I’ve been working on an iPad app using the AIR 3.0 SDK alongside the Flash iOS compiler and ran into a speed bump today trying to find a solid, fully working solution to accomplish this task. My goal was to have a video launch inside the native iOS video player allowing the user to use the latest AirPlay feature in iOS 5. I came across a few descent solutions including the FLVPlayback component, Video API, and the all new StageVideo API, but none of these provided me with everything I needed. The StageVideo API is a great solution and will allow your app to utilize the devices hardware acceleration capabilities. The major drawback is that the StageVideo object is not part of the display list and hides behind all other display objects.
I decided to use the StageWebView API, which displays HTML content in a stage view port. A lot of tutorials and articles online mention creating an HTML5 document and using the
<video> element to load the video. This does work quite well, however, there are many features that don’t function properly including the ability to have the video auto play; something I needed. If this is fine with you, there is still one MAJOR problem that seems to be on the top of many peoples list and there are no (well none that I found) descent solutions. When you close the StageWebView instance, the video continues to play in the native video player somewhere behind the scenes and there is no way to stop it. If this is your problem then you’ve come to the right place; I will provide the solution (or hack) in this article.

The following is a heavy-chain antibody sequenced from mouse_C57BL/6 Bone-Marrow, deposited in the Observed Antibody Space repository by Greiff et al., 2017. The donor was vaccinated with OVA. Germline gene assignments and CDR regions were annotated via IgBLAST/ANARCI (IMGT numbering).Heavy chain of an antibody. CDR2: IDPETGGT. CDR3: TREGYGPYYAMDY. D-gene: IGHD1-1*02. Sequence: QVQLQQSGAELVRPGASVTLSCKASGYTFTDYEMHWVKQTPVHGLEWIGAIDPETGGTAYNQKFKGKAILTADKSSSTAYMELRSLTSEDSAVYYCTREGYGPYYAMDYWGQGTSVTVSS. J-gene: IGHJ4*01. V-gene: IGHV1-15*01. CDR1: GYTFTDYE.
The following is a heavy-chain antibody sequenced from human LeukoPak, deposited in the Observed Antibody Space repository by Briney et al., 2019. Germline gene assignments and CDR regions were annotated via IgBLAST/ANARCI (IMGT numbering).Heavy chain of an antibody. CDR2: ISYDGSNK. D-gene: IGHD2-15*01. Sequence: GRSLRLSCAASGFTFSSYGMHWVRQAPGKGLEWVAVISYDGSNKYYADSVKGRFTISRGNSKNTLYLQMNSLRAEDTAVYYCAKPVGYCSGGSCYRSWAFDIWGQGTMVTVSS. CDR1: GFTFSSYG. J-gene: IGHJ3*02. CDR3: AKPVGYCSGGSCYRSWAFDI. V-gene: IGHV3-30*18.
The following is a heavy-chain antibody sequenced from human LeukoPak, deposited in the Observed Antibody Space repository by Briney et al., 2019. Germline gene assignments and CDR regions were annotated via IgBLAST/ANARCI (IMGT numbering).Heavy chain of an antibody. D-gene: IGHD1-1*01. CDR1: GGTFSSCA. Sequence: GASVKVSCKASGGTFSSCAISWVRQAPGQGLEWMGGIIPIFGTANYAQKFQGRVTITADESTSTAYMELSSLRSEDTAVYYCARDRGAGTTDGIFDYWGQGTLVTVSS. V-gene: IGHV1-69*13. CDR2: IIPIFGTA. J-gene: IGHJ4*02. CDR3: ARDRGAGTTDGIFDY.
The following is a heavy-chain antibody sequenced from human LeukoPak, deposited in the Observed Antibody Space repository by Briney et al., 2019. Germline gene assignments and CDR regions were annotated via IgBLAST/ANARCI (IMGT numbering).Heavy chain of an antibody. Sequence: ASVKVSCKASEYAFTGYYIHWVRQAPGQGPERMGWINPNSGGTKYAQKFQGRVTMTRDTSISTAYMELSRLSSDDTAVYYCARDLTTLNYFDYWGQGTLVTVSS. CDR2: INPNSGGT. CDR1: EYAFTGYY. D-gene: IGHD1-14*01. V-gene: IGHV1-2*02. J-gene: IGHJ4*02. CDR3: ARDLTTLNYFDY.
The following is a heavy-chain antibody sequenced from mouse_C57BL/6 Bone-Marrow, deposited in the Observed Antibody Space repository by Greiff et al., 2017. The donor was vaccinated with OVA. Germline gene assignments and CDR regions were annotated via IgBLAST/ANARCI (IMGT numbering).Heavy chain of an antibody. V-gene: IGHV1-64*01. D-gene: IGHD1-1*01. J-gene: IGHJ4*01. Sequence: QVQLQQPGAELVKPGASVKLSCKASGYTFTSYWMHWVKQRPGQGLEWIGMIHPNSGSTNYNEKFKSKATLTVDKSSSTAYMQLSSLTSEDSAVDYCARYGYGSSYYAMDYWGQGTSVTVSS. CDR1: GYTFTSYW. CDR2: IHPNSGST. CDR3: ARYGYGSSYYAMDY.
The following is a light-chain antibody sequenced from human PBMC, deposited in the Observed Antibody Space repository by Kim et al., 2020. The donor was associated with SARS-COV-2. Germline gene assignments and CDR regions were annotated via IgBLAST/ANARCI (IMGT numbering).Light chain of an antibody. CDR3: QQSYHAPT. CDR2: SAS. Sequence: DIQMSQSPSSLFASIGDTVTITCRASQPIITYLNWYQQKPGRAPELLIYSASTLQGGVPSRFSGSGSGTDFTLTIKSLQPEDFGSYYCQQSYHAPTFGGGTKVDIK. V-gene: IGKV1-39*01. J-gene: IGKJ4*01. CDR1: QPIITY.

var webView:StageWebView = new StageWebView(); var path:String = 'file://path_to_video/video.mp4'; webView.stage = this.stage; webView.viewPort = new Rectangle( x, y, width, height); webView.loadURL(path);
In the code above we create a new instance of the StageWebView object. We need to provide the instance with a stage to attach itself to. You can just pass along the current stage of your application. The viewPort property takes a Rectangle object with the position and dimensions of where you want the video to appear on the stage. Since we are loading a local video file we use the “file://” URI scheme and pass it into the loadURL() method. At this point your video will load and occupy the width and height of the view port and start playing once it’s loaded.
The StageWebView class is NOT a display object and cannot be added to the Flash display list. It loads on top of all the other display objects in your application.
According to Adobe’s documentation, to hide the StageWebView object all you need to do is set its stage property to null. This however, didn’t work and does not stop the video from playing in the background.
To accomplish exactly what I was looking for I had to set the viewPort property to null, as well as call the reload() method on webView.
I also recommend disposing of the object and having the garbage collection occur sooner, in turn, freeing up the memory faster. Finally I set the webView variable to null so that we have no references to the actual StageWebView object.
webView.reload(); webView.viewPort = null; webView.dispose(); webView = null;